Serafí Pitarra was one of Barcelona's most prolific playwrights and important theatre promoters of the 19th century and his most visible monument faces the Teatre Principal in El Pla del Teatre in the bottom section of La Rambla, known as La Rambla de Santa Mònica.
Pitarra was born as Frederic Soler i Hubert on Carrer de Cremat Gran behind what is now the Picasso Museum in La Ribera neighbourhood on October 9th 1839 and wrote under a number of pseudonyms, including Jaume Giralt, Simón Oller, Miguel Fernández de Soto and Enric Carreras.
He was the son of watchmaker, Carles Hubert, and began performing and writing plays as an amateur at the age of 15. One of his early satirical plays, Don Jaume el Conqueridor, attracted attention and his father's watchmaker's shop on Carrer Avinyó soon became a meeting place for young intellectuals of the day, such as Anselm Clavé, Valentí Almirall, Víctor Balaguer, Feliu i Codina and José Zorilla.
Pitarra's first major success was L'esquella de la Torratxa, with music by Joan Sariols, which was premiered at the Teatre Odeon and so began a successful career as one of the most prolific and popular playwrights in Barcelona.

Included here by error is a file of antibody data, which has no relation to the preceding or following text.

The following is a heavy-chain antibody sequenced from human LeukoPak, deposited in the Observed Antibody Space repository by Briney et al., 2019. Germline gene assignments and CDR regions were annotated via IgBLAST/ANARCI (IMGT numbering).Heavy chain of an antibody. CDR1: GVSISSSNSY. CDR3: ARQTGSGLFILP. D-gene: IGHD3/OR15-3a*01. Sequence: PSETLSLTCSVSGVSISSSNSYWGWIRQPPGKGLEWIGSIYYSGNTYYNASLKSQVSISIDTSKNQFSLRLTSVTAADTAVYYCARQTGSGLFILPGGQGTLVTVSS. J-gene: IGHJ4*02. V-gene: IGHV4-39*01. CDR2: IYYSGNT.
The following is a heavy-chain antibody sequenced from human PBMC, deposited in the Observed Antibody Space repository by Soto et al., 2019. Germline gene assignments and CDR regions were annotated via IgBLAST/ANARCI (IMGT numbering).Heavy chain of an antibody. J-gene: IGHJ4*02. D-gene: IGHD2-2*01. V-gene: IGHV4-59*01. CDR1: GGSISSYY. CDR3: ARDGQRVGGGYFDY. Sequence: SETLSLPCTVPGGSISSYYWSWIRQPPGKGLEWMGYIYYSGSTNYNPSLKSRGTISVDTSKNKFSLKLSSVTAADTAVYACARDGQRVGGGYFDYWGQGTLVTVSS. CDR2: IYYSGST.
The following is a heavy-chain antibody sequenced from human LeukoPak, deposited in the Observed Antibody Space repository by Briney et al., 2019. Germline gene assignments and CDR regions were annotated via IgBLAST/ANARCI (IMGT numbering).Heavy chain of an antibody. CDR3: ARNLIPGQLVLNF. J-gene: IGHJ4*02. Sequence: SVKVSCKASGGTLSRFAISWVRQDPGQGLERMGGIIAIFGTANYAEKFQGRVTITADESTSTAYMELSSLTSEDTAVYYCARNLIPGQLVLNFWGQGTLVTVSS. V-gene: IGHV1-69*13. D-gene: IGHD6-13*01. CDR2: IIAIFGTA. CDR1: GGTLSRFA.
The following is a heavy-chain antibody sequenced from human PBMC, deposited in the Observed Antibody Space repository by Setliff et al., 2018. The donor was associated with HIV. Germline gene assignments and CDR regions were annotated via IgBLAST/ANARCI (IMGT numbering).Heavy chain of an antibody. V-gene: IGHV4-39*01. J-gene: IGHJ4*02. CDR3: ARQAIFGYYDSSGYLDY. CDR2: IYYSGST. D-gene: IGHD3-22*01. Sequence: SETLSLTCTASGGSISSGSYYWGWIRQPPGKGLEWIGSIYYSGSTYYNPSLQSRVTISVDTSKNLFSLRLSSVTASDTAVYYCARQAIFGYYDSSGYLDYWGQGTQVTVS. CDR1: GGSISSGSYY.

Pitarra's early works were mainly parodies and satire but from 1866 onwards his writing became more serious and he also became more conservative opposing the First Spanish Republic of 1873 to 1874 and advocating the restoration of the monarchy.
Serafí Pitarra also wrote poetry and won the Jocs Florals on three occasions. In 1875 he was invested as Mestre del Gai Saber, the highest honour, and in 1882, he presided the Jocs Florals.
The first few lines of one of Pitarra's best known poems is next to the eternal flame in El Fossar de les Moreres behind the church of Santa Maria del Mar and is dedicated to the dead of the Siege of Barcelona of 1714.
Al fossar de les moreres
no s'hi enterra cap traïdor;
fins perdent nostres banderes
serà l'urna de l'honor.
In the fossar de les moreres
no traitor is buried
even having lost our flags
it will be the urn of honour.
At the Universal Exhibition of 1888 he received the award of the Real Academia de la Lengua from Queen Maria Cristina and the last few years of his life were to some extent marked by his rivalry with one of Catalonia's other great 19th century playwrights Àngel Guimerà.
Frederic Soler died of a heart attack on July 4th 1895 at the age of only 55 and he was initially buried in the same pantheon as Josep Anselm Clavé in the Cemetery of Poblenou but since the 1960s, his body has had its own tomb in the Cemetery of Montjuïc.
Thanks to popular donations, a statue of Frederic Soler or Serfí Pitarra by the sculptor Agustí Querol was erected in Pla del Teatre opposite the Teatre Principal in 1907 and there is a portrait of him in the Galeria de Catalans Il·lustres in the Ajuntament de Barcelona.